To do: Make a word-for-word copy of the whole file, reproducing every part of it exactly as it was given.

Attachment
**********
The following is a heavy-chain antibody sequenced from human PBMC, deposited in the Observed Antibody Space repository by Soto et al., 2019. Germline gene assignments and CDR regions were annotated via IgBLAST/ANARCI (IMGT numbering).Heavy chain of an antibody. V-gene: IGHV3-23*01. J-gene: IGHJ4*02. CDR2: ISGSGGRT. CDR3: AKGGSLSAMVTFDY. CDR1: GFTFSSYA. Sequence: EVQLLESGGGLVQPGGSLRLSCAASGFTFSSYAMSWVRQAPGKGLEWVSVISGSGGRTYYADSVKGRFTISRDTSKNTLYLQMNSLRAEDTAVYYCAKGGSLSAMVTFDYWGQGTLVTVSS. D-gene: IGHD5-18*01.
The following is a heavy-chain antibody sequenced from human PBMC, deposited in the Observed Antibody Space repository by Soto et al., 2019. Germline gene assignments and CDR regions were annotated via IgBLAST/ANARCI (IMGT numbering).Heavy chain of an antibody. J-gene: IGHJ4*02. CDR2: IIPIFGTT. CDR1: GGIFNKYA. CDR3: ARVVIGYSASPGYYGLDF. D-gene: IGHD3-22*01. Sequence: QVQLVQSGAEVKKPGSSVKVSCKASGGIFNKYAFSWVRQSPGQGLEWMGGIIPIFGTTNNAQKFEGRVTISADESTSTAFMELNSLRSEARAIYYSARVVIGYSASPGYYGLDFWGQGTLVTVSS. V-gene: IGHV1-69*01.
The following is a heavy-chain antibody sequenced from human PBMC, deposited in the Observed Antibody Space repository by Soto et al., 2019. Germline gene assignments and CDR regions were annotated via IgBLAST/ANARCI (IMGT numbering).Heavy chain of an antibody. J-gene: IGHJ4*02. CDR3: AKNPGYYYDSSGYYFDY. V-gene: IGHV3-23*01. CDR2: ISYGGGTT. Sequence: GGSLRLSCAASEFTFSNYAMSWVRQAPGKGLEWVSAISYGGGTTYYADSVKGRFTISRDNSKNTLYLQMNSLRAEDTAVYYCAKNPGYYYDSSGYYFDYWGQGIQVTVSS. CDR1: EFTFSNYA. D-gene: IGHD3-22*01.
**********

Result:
The following is a heavy-chain antibody sequenced from human PBMC, deposited in the Observed Antibody Space repository by Soto et al., 2019. Germline gene assignments and CDR regions were annotated via IgBLAST/ANARCI (IMGT numbering).Heavy chain of an antibody. V-gene: IGHV3-23*01. J-gene: IGHJ4*02. CDR2: ISGSGGRT. CDR3: AKGGSLSAMVTFDY. CDR1: GFTFSSYA. Sequence: EVQLLESGGGLVQPGGSLRLSCAASGFTFSSYAMSWVRQAPGKGLEWVSVISGSGGRTYYADSVKGRFTISRDTSKNTLYLQMNSLRAEDTAVYYCAKGGSLSAMVTFDYWGQGTLVTVSS. D-gene: IGHD5-18*01.
The following is a heavy-chain antibody sequenced from human PBMC, deposited in the Observed Antibody Space repository by Soto et al., 2019. Germline gene assignments and CDR regions were annotated via IgBLAST/ANARCI (IMGT numbering).Heavy chain of an antibody. J-gene: IGHJ4*02. CDR2: IIPIFGTT. CDR1: GGIFNKYA. CDR3: ARVVIGYSASPGYYGLDF. D-gene: IGHD3-22*01. Sequence: QVQLVQSGAEVKKPGSSVKVSCKASGGIFNKYAFSWVRQSPGQGLEWMGGIIPIFGTTNNAQKFEGRVTISADESTSTAFMELNSLRSEARAIYYSARVVIGYSASPGYYGLDFWGQGTLVTVSS. V-gene: IGHV1-69*01.
The following is a heavy-chain antibody sequenced from human PBMC, deposited in the Observed Antibody Space repository by Soto et al., 2019. Germline gene assignments and CDR regions were annotated via IgBLAST/ANARCI (IMGT numbering).Heavy chain of an antibody. J-gene: IGHJ4*02. CDR3: AKNPGYYYDSSGYYFDY. V-gene: IGHV3-23*01. CDR2: ISYGGGTT. Sequence: GGSLRLSCAASEFTFSNYAMSWVRQAPGKGLEWVSAISYGGGTTYYADSVKGRFTISRDNSKNTLYLQMNSLRAEDTAVYYCAKNPGYYYDSSGYYFDYWGQGIQVTVSS. CDR1: EFTFSNYA. D-gene: IGHD3-22*01.